In Health, Illness, and Optimal Aging: Biological and Psychosocial Perspectives, Carolyn M. Aldwin and Diane F. Gilmer undertake the challenging task of assembling an objective and holistic picture of human aging. The authors provide comprehensive, multidisciplinary coverage of the physical aspects of aging, including age-related changes and disease-related processes, the demography of the aging population, theories of aging, and the promotion of optimal aging. In addition, the book covers the psychosocial aspects of aging, including mental health, stress and coping, spirituality, and care giving in later years.
Health, Illness and Optimal Aging is recommended for researchers seeking an overview of health psychology and aging, as well as undergraduate and graduate students taking classes in the social, behavioral, and health sciences. This text is also valuable for practitioners working with the elderly in fields such as nursing, social work, occupational and physical therapy, day-care and nursing home administration, psychology, and rehabilitation.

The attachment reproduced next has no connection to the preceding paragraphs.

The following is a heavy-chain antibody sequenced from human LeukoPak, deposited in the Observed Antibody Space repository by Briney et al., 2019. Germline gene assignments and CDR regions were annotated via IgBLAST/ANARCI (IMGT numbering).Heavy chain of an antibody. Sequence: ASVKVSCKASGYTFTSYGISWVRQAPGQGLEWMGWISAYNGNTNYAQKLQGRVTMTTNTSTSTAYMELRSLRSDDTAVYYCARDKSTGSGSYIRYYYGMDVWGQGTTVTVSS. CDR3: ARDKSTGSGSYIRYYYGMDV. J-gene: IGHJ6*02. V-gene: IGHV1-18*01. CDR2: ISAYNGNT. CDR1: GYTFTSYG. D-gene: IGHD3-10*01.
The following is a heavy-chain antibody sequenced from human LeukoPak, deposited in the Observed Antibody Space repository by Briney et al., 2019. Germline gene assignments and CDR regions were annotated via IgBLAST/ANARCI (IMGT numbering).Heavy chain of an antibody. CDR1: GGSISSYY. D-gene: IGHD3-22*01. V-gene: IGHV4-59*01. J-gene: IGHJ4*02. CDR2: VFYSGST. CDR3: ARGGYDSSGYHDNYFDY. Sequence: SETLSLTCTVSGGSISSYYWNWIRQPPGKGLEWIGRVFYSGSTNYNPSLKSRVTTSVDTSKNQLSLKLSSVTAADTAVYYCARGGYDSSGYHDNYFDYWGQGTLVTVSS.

"Gaining understanding of aging is one of the most complex issues facing twenty-first century science. This book addresses the complexity of the factors that interact and influence the course of our longer life expectancy….How we humans grow old is a product of our genetic background as members of a species and our families. But the genome expresses itself in physical and social environments that modulate the appearance of heredity traits. In a sense aging is an ecological problem in which the dynamics are often difficult to explain….This book brings information from the sciences together in a way that is rarely done…..It provides an integration of knowledge about the dynamics of aging and can promote wisdom about how we can modify the life course to our advantage."